The Vari-Eze and Another World Record

The 1975 Fly-In at Oshkosh took place just a few weeks after Lesher’s world distance record, and Burt Rutan’s new Vari-Eze was the star of the show. Hearts pounded and jaws dropped as delirious pilots proclaimed, “That’s it! That’s what I’ve been waiting for!”

Pilots liked the BD-5, but the Vari-Eze had the two seats desired by many builders and was said to be capable of flying non-stop from California to Illinois for only $30 in fuel. Rutan sold plans for the airplane from his company, Rutan Aircraft Factory.

However, the Vari-Eze didn’t just show up at Oshkosh — it showed off its stuff that week with a new world record for distance over a closed course set by older brother Dick Rutan. For a closed course record, the pilot flies several circuits over a fixed set of points on the ground, landing back at the point of departure – similar to running laps around a racetrack. Dick, a major in the Air Force at the time, required two attempts to break the record – the engine blew up on the first try and he made an emergency landing in Green Bay.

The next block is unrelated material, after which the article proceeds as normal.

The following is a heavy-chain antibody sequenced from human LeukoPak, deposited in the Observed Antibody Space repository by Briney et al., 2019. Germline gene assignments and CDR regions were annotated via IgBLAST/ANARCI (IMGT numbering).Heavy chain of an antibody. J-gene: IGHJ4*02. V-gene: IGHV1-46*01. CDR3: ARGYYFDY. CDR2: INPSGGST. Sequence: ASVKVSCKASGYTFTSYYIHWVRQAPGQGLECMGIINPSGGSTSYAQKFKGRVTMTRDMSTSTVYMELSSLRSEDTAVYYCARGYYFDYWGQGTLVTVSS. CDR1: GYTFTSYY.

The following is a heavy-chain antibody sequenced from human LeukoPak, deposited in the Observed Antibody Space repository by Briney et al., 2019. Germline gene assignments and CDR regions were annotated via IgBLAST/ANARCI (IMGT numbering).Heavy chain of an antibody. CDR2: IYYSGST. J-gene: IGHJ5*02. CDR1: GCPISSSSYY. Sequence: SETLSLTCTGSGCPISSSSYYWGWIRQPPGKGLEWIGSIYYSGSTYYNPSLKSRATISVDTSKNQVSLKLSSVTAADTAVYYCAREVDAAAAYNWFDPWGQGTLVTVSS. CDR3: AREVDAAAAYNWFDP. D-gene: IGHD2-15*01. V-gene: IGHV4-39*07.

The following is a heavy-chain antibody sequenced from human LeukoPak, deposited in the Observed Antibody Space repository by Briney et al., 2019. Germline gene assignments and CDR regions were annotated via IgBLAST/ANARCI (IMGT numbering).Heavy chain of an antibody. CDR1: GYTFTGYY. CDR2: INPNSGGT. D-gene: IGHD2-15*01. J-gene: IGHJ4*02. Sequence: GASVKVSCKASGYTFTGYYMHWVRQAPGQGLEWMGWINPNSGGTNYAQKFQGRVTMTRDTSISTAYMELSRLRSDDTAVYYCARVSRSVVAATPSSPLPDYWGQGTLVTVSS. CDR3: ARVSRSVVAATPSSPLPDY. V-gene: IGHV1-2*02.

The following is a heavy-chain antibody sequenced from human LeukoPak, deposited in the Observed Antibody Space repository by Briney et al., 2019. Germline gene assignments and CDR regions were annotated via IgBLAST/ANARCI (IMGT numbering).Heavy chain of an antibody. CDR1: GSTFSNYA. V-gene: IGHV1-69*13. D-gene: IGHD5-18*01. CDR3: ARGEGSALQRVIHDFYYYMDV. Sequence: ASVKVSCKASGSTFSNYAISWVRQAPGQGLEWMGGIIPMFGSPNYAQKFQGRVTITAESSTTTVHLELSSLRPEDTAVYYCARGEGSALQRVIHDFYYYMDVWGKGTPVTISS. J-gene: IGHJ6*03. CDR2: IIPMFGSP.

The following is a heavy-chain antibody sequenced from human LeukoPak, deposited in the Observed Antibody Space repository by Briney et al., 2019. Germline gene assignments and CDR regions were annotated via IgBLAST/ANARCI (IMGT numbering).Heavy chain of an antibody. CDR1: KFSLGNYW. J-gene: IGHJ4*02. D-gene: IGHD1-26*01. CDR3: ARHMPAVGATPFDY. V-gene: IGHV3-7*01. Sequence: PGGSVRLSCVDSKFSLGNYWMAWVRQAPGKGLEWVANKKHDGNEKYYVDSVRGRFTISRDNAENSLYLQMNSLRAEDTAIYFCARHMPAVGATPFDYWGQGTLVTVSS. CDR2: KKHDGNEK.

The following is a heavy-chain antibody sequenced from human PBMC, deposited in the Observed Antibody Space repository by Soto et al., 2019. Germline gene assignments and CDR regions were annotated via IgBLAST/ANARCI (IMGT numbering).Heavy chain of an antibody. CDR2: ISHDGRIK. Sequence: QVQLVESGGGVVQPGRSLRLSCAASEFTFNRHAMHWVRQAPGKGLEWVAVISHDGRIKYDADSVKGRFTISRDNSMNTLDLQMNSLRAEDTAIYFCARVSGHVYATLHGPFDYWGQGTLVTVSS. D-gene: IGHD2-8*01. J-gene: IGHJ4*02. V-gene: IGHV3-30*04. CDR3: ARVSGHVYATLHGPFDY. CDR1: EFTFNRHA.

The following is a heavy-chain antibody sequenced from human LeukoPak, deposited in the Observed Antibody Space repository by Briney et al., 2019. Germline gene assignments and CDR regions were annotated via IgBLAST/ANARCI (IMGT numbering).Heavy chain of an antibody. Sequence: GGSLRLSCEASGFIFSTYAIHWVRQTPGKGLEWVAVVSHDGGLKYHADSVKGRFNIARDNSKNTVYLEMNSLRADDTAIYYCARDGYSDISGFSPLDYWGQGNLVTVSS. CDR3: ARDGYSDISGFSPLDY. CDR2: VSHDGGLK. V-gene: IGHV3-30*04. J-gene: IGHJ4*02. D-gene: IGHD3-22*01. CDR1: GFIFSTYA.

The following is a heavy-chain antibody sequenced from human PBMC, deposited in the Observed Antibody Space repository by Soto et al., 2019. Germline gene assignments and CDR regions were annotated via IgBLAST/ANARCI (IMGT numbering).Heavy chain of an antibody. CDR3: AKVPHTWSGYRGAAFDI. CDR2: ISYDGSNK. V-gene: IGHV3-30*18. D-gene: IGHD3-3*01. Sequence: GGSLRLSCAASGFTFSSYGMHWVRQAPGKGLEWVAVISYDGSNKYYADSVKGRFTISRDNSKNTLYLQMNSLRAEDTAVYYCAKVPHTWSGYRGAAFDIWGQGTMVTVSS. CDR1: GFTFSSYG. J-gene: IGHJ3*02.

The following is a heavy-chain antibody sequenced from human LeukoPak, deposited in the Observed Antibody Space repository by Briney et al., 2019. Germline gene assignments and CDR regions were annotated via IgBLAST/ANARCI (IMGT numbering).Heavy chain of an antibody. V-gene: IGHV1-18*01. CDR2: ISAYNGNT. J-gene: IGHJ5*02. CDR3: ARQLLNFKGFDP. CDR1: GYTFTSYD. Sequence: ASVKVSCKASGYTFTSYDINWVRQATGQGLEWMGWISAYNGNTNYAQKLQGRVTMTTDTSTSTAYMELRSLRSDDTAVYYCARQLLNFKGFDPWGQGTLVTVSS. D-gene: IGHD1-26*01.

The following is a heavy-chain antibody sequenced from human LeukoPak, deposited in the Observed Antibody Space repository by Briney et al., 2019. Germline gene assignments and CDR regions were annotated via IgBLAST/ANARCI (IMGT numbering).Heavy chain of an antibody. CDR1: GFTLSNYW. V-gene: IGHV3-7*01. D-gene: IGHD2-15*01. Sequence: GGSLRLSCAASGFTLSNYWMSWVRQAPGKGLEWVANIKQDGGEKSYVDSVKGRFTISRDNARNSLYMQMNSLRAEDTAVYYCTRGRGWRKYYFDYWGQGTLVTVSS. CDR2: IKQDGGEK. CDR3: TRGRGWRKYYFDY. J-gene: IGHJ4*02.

Resourceful helpers back at Oshkosh scrounged a VW engine from another engine, slapped it onto the Vari-Eze, and Dick tried again two days later. This time he made it, breaking the previous closed-course record set by Lesher in his Teal by more than 83 miles. However, the absolute distance set by Lesher on July 2 still stood, and it would be another nine years before that record fell, to another Vari-Eze. In 1986, Dick Rutan, along with co-pilot Jeanna Yeager, set an even bigger record – they were the first to fly any aircraft non-stop around the world, unrefueled, in yet another of Burt’s designs, the Voyager.

In the early 1980s, a pilot named Gary Hertzler tinkered with the Vari-Eze design by redesigning the exhaust system, changing the inlet to the engine, adding a special propeller, and coating the airplane with exceptionally smooth paint. Beginning in 1982, Hertzler won an award for fuel efficiency three years in a row. Just a few weeks after his third win in June 1984, Hertzler flew non-stop from Mojave, California to Martinsburg, West Virginia, for a distance of 2,221 miles, nearly 500 miles further than the original record Arnold had planned to beat.

Click here for pictures and more information about the Vari-Eze.